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Contrast-medium Induced Nephrotoxicity in Patients Undergoing Coronary Angiography - Iodixanol Versus Iopromide

The safety and scientific validity of this study is the responsibility of the study sponsor and investigators. Listing a study does not mean it has been evaluated by the U.S. Federal Government. Read our disclaimer for details. Identifier: NCT00823628
Recruitment Status : Completed
First Posted : January 15, 2009
Last Update Posted : July 7, 2010
Information provided by:
Seoul National University Bundang Hospital

Brief Summary:
In the treatment of coronary heart disease which is the major cause of heart attack, direct mechanical treatment with catheters such as the coronary angiography, coronary balloon intervention and stenting intervention are the mainstay of therapy in recent years. In that procedures, the investigators should use the contrast media, and it may cause kidney toxicity especially in the patients with underlying kidney disease and decreased kidney function. The investigators intended to find out which contrast agent has less kidney toxicity in the catheter based treatment of coronary arterial diseases in patients with underlying decreased kidney function

Condition or disease Intervention/treatment Phase
Chronic Renal Insufficiency Coronary Angiography Drug: contrast agent (iopromide) Drug: contrast agent (iodixanol) Phase 4

Detailed Description:
Iodixanol, a nonionic, dimeric, iso-osmolar contrast medium (IOCM), may be less nephrotoxic than nonionic, monomeric, low-osmolar contrast media (LOCMs) in high-risk patients. We compared the nephrotoxicity of iodixanol with that of iopromide, an nonionic, monomeric LOCM, in patients with renal impairment.

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Study Type : Interventional  (Clinical Trial)
Estimated Enrollment : 420 participants
Allocation: Randomized
Intervention Model: Parallel Assignment
Masking: Triple (Participant, Care Provider, Investigator)
Primary Purpose: Treatment
Official Title: Comparison of Contrast-medium Induced Nephrotoxicity Between Iodixanol and Iopromide in Patients With Renal Insufficiency Undergoing Coronary Angiography
Study Start Date : February 2009
Actual Primary Completion Date : May 2010
Actual Study Completion Date : June 2010

Resource links provided by the National Library of Medicine

Arm Intervention/treatment
Active Comparator: iopromide Drug: contrast agent (iopromide)
coronary angiography using the allocated contrast agent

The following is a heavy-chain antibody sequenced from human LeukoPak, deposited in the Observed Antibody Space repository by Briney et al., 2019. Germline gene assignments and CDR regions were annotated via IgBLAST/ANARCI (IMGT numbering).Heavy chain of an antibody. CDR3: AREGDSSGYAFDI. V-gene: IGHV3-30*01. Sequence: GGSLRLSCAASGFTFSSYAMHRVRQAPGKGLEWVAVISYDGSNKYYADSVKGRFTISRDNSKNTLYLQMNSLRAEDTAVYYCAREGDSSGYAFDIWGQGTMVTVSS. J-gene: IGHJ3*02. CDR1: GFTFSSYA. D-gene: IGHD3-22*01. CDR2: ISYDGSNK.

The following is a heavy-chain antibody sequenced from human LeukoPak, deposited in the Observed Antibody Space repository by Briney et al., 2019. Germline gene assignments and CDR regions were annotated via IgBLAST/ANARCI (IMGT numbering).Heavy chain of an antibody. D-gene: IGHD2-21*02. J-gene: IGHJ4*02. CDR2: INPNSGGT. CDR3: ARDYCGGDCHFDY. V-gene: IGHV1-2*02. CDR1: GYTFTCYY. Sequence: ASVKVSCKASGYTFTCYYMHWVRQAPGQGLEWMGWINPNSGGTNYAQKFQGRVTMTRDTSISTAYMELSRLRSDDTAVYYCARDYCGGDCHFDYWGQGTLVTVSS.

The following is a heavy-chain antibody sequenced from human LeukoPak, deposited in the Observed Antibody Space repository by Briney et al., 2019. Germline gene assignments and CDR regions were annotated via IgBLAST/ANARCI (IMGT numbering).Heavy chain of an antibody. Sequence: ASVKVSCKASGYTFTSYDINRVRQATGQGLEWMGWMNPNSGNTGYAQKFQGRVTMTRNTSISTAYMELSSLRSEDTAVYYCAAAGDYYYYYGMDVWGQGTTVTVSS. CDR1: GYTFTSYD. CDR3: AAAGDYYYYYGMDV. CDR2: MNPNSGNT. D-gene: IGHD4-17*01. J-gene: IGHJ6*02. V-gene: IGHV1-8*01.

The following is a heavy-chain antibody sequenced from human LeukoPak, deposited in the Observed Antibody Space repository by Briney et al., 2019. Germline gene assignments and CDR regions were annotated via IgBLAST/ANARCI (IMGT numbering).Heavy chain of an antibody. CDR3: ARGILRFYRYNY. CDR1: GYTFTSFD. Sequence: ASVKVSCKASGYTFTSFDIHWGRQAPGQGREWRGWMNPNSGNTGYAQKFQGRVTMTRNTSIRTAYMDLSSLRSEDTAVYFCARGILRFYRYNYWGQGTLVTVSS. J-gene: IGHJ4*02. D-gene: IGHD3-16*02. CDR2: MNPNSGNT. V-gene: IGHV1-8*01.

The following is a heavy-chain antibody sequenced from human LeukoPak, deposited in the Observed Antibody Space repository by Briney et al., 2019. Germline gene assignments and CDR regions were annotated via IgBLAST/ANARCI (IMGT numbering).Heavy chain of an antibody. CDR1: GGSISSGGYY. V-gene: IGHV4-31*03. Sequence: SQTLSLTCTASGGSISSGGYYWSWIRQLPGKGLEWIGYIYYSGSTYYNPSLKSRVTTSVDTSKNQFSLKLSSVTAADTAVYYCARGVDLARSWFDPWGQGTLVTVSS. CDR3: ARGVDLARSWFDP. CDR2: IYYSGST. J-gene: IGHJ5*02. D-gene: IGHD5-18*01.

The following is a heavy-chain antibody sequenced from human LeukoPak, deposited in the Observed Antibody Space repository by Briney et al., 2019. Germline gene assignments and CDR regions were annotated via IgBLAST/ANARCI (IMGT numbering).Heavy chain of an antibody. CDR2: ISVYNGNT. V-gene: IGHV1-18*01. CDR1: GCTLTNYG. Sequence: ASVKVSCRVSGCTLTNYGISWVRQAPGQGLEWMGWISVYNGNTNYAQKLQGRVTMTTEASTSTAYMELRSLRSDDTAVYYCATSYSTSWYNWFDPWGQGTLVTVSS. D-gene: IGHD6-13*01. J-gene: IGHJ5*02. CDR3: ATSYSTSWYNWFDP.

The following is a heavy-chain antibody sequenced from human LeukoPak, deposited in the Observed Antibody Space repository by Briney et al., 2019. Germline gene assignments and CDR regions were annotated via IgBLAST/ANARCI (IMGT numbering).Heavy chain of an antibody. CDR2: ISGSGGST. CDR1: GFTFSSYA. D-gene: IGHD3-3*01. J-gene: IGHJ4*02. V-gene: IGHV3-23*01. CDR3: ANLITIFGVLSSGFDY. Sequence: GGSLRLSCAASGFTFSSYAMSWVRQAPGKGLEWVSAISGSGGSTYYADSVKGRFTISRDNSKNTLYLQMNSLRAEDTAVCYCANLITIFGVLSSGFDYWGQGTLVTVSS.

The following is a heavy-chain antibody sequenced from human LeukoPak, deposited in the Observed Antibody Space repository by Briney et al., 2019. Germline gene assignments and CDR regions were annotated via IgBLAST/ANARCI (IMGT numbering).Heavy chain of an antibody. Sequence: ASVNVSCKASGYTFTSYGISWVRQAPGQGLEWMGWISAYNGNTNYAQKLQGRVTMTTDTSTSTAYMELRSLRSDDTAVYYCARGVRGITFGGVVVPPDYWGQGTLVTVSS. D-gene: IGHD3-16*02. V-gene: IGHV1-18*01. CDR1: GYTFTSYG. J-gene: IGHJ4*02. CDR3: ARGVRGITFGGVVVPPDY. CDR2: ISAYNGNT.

Experimental: iodixanol Drug: contrast agent (iodixanol)
coronary angiography using the allocated contrast agent

Primary Outcome Measures :
  1. Incidence of contrast induced nephropathy, defined as either a relative increase in serum creatinine from baseline of >=25% or an absolute increase of >=0.5mg/dL(44.2µmol/L) [ Time Frame: days 1 and 2 ]

Secondary Outcome Measures :
  1. proportion of patients exhibiting an increase in serum creatinine of >=0.5mg/dL(44.2µmol/L), the proportion with a >=1.0 mg/dL(88.4µmol/L) increase in serum creatinine, and the mean peak increase in serum creatinine [ Time Frame: days 1 and 2 ]

Information from the National Library of Medicine

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Ages Eligible for Study:   Child, Adult, Older Adult
Sexes Eligible for Study:   All
Accepts Healthy Volunteers:   No

Inclusion Criteria:

  • patients who undergo coronary catheterization
  • creatinine clearance rates ≤ 60 mL/min using the Cockcroft-Gault formula

Exclusion Criteria:

  • pregnancy or lactation
  • having received contrast media within 7 days of study entry
  • emergent coronary angiography
  • acute renal failure or end-stage renal disease requiring dialysis
  • history of hypersensitivity reaction to contrast media
  • unstable hemodynamic states such as cardiogenic shock, pulmonary edema or needing mechanical ventilation
  • multiple myeloma
  • parenteral use of diuretics
  • use of N-acetylcysteine
  • use of metformin or nonsteroidal anti-inflammatory drugs within 48 hours of the procedure

Information from the National Library of Medicine

To learn more about this study, you or your doctor may contact the study research staff using the contact information provided by the sponsor.

Please refer to this study by its identifier (NCT number): NCT00823628

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Korea, Republic of
Cardiovascular Center, Seoul National University Bundang Hospital
Seongnam-si, Gyeonggi-do, Korea, Republic of, 463-707
Sponsors and Collaborators
Seoul National University Bundang Hospital
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Study Director: Tae-Jin Youn, MD, PhD Facility: Cardiovascular Center, Seoul National University Bundang Hospital

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Responsible Party: Tae-Jin Youn / Associate professor, Cardiovascular Center, Seoul National University Bundang Hospital Identifier: NCT00823628     History of Changes
Other Study ID Numbers: B-0902/069-003
First Posted: January 15, 2009    Key Record Dates
Last Update Posted: July 7, 2010
Last Verified: April 2009

Additional relevant MeSH terms:
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Renal Insufficiency
Renal Insufficiency, Chronic
Kidney Diseases
Urologic Diseases